Why is it difficult for so many women to fully identify with the word “feminist”? How do our personal histories and identities affect our relationship to feminism? Why is intersectionality so important? Can a feminist movement that doesn’t take other identities like race, religion, or socioeconomic class into account even be considered feminism? How can we make feminism more inclusive?
In Can We All Be Feminists?, seventeen established and emerging writers from diverse backgrounds wrestle with these questions, exploring what feminism means to them in the context of their other identities-from a hijab-wearing Muslim to a disability rights activist to a body-positive performance artist to a transgender journalist. Edited by the brilliant, galvanizing, and dazzlingly precocious nineteen-year-old feminist activist and writer June Eric-Udorie, this impassioned, thought-provoking collection showcases the marginalized women whose voices are so often drowned out and offers a vision for a new, comprehensive feminism that is truly for all.
Including essays by: Soofiya Andry, Gabrielle Bellot, Caitlin Cruz, Nicole Dennis-Benn, Brit Bennett, Evette Dionne, Aisha Gani, Afua Hirsch, Juliet Jacques, Wei Ming Kam, Mariya Karimjee, Eishar Kaur, Emer O’Toole, Frances Ryan, Zoé Samudzi, Charlotte Shane, and Selina Thomps
An #ownvoices collection of essays written by up and coming, influential feminists, many of whom if not all belong to one minority or another. With a range of authors from Muslim, Lesbians, Transgender African Americans, African Americans and Bisexual Catholics the wide diversity that is present in this books is outstanding. Each essay is unique from the perspective of the author looking at things such as race and transgender, race and queerness, immigration and women whether they are cishet or queer to fat feminism and abortion and the referendum in Ireland.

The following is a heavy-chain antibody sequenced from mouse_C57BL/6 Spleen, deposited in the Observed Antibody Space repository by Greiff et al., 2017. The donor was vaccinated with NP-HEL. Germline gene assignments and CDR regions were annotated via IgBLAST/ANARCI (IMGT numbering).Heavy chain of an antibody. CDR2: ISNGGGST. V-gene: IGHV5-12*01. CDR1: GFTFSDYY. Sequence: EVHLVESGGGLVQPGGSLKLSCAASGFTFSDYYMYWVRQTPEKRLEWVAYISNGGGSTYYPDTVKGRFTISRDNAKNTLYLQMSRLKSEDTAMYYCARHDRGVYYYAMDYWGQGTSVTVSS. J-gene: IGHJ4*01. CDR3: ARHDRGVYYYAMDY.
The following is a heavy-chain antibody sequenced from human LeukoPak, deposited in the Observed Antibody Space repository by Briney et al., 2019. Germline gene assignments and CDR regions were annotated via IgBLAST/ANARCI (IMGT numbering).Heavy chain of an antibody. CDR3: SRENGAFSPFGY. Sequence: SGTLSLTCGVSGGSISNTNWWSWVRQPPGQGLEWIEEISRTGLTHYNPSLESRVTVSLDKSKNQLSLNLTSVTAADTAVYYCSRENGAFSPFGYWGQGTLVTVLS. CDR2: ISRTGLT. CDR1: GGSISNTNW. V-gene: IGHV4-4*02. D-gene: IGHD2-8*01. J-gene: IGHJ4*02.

I like to think I’m pretty ‘woke’ but there were things in this book that made me sit back and go ‘huh I hadn’t thought of that’ such as the issue with immigration. While that particular essay was focused on England and their immigration policy and touched briefly on Canada’s but it’s startling to realise just how much of a feminist issue it is but at the same time something that mainstream or ‘white feminism’ hasn’t picked up.
At least one essay also in touching on race and feminism touched on an important argument for women’s rights – equal pay. It raises the point that it is very hard to fight for equal pay between sexes when WOC aren’t paid as high or disable women – especially disabled WOC – as their white counterparts. Why fix the sexes when we have the problem within our sex as well?
I’m the first to admit I have white girl privilege and rich white girl privilege at that. While my parents aren’t rich they are well off enough that my two brothers and I could be sent through private schools for our entire schooling and never had to go without. It also wasn’t until probably 2015 or 2016 at the age of 25/26 that I really started to get into feminism. Sure I’ve always wanted equality between sexes but I didn’t understand what it truly meant let alone intersectional feminism. This book therefore does a wonderful job of opening up and making you aware of just of just how lacking mainstream feminism can be. Third Wave Feminism is making progress but as a whole we have a long way to come until.